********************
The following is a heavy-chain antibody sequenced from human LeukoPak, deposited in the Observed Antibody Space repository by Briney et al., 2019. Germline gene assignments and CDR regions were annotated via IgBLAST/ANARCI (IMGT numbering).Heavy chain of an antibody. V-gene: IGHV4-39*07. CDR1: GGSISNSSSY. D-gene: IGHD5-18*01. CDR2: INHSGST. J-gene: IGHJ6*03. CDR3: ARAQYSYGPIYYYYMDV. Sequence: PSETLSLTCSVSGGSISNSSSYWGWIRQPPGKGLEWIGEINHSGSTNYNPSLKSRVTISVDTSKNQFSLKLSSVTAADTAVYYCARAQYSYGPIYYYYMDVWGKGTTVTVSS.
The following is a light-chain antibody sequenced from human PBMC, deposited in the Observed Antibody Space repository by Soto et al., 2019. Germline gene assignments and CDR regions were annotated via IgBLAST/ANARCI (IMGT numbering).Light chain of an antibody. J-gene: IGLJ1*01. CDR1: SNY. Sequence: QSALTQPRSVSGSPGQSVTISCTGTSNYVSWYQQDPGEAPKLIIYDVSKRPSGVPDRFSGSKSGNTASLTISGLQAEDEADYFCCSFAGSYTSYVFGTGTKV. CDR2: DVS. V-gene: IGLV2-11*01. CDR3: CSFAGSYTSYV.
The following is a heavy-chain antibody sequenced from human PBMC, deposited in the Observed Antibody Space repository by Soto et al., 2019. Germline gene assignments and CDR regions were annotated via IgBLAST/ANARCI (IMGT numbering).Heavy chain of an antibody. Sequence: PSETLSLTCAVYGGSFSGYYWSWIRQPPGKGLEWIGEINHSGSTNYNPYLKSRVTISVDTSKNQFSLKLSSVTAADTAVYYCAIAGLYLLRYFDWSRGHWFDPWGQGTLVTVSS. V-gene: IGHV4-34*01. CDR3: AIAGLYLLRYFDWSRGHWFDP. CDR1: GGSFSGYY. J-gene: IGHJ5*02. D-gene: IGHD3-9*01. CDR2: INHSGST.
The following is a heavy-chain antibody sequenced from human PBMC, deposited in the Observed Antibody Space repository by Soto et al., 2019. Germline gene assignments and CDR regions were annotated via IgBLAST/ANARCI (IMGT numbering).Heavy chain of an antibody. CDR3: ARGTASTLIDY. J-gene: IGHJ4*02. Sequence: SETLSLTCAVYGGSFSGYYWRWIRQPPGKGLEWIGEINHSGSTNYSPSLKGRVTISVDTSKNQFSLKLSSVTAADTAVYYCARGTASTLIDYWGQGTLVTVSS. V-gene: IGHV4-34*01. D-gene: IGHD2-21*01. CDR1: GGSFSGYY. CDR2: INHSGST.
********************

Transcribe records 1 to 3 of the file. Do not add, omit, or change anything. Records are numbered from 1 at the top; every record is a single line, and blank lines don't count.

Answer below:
The following is a heavy-chain antibody sequenced from human LeukoPak, deposited in the Observed Antibody Space repository by Briney et al., 2019. Germline gene assignments and CDR regions were annotated via IgBLAST/ANARCI (IMGT numbering).Heavy chain of an antibody. V-gene: IGHV4-39*07. CDR1: GGSISNSSSY. D-gene: IGHD5-18*01. CDR2: INHSGST. J-gene: IGHJ6*03. CDR3: ARAQYSYGPIYYYYMDV. Sequence: PSETLSLTCSVSGGSISNSSSYWGWIRQPPGKGLEWIGEINHSGSTNYNPSLKSRVTISVDTSKNQFSLKLSSVTAADTAVYYCARAQYSYGPIYYYYMDVWGKGTTVTVSS.
The following is a light-chain antibody sequenced from human PBMC, deposited in the Observed Antibody Space repository by Soto et al., 2019. Germline gene assignments and CDR regions were annotated via IgBLAST/ANARCI (IMGT numbering).Light chain of an antibody. J-gene: IGLJ1*01. CDR1: SNY. Sequence: QSALTQPRSVSGSPGQSVTISCTGTSNYVSWYQQDPGEAPKLIIYDVSKRPSGVPDRFSGSKSGNTASLTISGLQAEDEADYFCCSFAGSYTSYVFGTGTKV. CDR2: DVS. V-gene: IGLV2-11*01. CDR3: CSFAGSYTSYV.
The following is a heavy-chain antibody sequenced from human PBMC, deposited in the Observed Antibody Space repository by Soto et al., 2019. Germline gene assignments and CDR regions were annotated via IgBLAST/ANARCI (IMGT numbering).Heavy chain of an antibody. Sequence: PSETLSLTCAVYGGSFSGYYWSWIRQPPGKGLEWIGEINHSGSTNYNPYLKSRVTISVDTSKNQFSLKLSSVTAADTAVYYCAIAGLYLLRYFDWSRGHWFDPWGQGTLVTVSS. V-gene: IGHV4-34*01. CDR3: AIAGLYLLRYFDWSRGHWFDP. CDR1: GGSFSGYY. J-gene: IGHJ5*02. D-gene: IGHD3-9*01. CDR2: INHSGST.